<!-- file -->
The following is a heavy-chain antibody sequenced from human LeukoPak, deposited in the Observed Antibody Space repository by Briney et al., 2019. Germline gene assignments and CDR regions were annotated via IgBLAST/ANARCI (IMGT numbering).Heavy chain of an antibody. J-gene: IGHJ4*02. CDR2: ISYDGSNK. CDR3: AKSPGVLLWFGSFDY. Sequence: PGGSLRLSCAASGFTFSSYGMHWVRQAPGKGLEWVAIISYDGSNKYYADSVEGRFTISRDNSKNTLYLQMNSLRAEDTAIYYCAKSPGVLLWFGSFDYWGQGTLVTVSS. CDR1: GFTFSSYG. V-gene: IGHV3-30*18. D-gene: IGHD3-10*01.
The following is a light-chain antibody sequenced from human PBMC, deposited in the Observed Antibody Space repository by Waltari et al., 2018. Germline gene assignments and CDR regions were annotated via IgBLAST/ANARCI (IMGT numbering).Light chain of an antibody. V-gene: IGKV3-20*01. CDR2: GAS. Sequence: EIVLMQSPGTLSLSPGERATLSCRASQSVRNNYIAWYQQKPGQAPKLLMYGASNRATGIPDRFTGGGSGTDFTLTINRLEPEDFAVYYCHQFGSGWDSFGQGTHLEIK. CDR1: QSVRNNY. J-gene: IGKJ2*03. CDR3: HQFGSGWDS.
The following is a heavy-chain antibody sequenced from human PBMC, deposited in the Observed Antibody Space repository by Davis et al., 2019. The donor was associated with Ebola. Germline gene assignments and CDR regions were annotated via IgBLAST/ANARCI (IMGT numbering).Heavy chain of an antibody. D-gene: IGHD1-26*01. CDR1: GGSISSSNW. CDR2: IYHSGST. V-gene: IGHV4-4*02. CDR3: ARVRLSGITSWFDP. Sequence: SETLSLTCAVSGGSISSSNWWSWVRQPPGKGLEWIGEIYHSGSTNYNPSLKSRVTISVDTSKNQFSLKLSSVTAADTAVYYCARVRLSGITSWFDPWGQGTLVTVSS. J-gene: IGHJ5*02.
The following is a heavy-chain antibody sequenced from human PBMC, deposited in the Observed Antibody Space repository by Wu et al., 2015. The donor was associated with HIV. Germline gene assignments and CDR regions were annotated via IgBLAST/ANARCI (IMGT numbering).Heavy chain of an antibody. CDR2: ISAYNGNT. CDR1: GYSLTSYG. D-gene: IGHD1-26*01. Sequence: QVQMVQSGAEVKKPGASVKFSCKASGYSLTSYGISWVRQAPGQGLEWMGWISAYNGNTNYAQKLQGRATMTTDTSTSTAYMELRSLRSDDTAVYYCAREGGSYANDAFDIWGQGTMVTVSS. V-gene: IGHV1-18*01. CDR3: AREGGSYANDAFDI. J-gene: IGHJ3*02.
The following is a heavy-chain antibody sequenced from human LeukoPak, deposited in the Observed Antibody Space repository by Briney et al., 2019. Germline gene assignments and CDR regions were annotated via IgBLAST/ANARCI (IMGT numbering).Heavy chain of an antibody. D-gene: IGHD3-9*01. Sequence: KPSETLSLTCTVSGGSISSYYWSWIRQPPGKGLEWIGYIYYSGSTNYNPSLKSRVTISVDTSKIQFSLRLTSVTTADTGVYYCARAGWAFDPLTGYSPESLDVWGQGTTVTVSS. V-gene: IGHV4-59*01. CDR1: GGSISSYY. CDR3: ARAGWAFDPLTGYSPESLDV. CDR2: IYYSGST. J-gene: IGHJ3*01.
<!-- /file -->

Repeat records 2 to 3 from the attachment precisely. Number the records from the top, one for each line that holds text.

The following is a light-chain antibody sequenced from human PBMC, deposited in the Observed Antibody Space repository by Waltari et al., 2018. Germline gene assignments and CDR regions were annotated via IgBLAST/ANARCI (IMGT numbering).Light chain of an antibody. V-gene: IGKV3-20*01. CDR2: GAS. Sequence: EIVLMQSPGTLSLSPGERATLSCRASQSVRNNYIAWYQQKPGQAPKLLMYGASNRATGIPDRFTGGGSGTDFTLTINRLEPEDFAVYYCHQFGSGWDSFGQGTHLEIK. CDR1: QSVRNNY. J-gene: IGKJ2*03. CDR3: HQFGSGWDS.
The following is a heavy-chain antibody sequenced from human PBMC, deposited in the Observed Antibody Space repository by Davis et al., 2019. The donor was associated with Ebola. Germline gene assignments and CDR regions were annotated via IgBLAST/ANARCI (IMGT numbering).Heavy chain of an antibody. D-gene: IGHD1-26*01. CDR1: GGSISSSNW. CDR2: IYHSGST. V-gene: IGHV4-4*02. CDR3: ARVRLSGITSWFDP. Sequence: SETLSLTCAVSGGSISSSNWWSWVRQPPGKGLEWIGEIYHSGSTNYNPSLKSRVTISVDTSKNQFSLKLSSVTAADTAVYYCARVRLSGITSWFDPWGQGTLVTVSS. J-gene: IGHJ5*02.